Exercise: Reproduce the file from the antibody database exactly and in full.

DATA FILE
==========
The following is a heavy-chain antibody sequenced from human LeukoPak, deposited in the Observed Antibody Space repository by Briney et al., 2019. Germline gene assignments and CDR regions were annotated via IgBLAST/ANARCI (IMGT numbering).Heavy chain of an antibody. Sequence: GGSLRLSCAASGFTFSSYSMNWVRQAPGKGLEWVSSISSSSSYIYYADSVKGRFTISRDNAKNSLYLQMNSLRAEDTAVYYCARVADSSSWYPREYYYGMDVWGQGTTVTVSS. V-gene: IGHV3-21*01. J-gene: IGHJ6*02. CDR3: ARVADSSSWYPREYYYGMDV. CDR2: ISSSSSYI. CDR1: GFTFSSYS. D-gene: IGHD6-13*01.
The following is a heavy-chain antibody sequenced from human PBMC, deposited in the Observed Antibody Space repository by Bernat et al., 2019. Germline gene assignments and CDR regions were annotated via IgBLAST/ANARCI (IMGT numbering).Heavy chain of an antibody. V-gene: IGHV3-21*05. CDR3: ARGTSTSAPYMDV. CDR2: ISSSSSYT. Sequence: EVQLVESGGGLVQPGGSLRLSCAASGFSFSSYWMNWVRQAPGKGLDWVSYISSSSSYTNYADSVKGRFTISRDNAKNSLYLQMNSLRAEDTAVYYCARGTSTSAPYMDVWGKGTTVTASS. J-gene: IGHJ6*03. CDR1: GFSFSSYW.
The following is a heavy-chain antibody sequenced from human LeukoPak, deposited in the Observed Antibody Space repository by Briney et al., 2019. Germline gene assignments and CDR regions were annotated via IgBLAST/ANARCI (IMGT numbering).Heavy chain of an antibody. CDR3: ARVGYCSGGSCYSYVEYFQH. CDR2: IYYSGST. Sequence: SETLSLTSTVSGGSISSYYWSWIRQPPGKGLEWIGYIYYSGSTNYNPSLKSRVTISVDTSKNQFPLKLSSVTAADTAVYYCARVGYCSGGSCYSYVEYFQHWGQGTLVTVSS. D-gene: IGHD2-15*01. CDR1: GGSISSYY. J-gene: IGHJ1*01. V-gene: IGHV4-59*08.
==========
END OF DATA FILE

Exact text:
The following is a heavy-chain antibody sequenced from human LeukoPak, deposited in the Observed Antibody Space repository by Briney et al., 2019. Germline gene assignments and CDR regions were annotated via IgBLAST/ANARCI (IMGT numbering).Heavy chain of an antibody. Sequence: GGSLRLSCAASGFTFSSYSMNWVRQAPGKGLEWVSSISSSSSYIYYADSVKGRFTISRDNAKNSLYLQMNSLRAEDTAVYYCARVADSSSWYPREYYYGMDVWGQGTTVTVSS. V-gene: IGHV3-21*01. J-gene: IGHJ6*02. CDR3: ARVADSSSWYPREYYYGMDV. CDR2: ISSSSSYI. CDR1: GFTFSSYS. D-gene: IGHD6-13*01.
The following is a heavy-chain antibody sequenced from human PBMC, deposited in the Observed Antibody Space repository by Bernat et al., 2019. Germline gene assignments and CDR regions were annotated via IgBLAST/ANARCI (IMGT numbering).Heavy chain of an antibody. V-gene: IGHV3-21*05. CDR3: ARGTSTSAPYMDV. CDR2: ISSSSSYT. Sequence: EVQLVESGGGLVQPGGSLRLSCAASGFSFSSYWMNWVRQAPGKGLDWVSYISSSSSYTNYADSVKGRFTISRDNAKNSLYLQMNSLRAEDTAVYYCARGTSTSAPYMDVWGKGTTVTASS. J-gene: IGHJ6*03. CDR1: GFSFSSYW.
The following is a heavy-chain antibody sequenced from human LeukoPak, deposited in the Observed Antibody Space repository by Briney et al., 2019. Germline gene assignments and CDR regions were annotated via IgBLAST/ANARCI (IMGT numbering).Heavy chain of an antibody. CDR3: ARVGYCSGGSCYSYVEYFQH. CDR2: IYYSGST. Sequence: SETLSLTSTVSGGSISSYYWSWIRQPPGKGLEWIGYIYYSGSTNYNPSLKSRVTISVDTSKNQFPLKLSSVTAADTAVYYCARVGYCSGGSCYSYVEYFQHWGQGTLVTVSS. D-gene: IGHD2-15*01. CDR1: GGSISSYY. J-gene: IGHJ1*01. V-gene: IGHV4-59*08.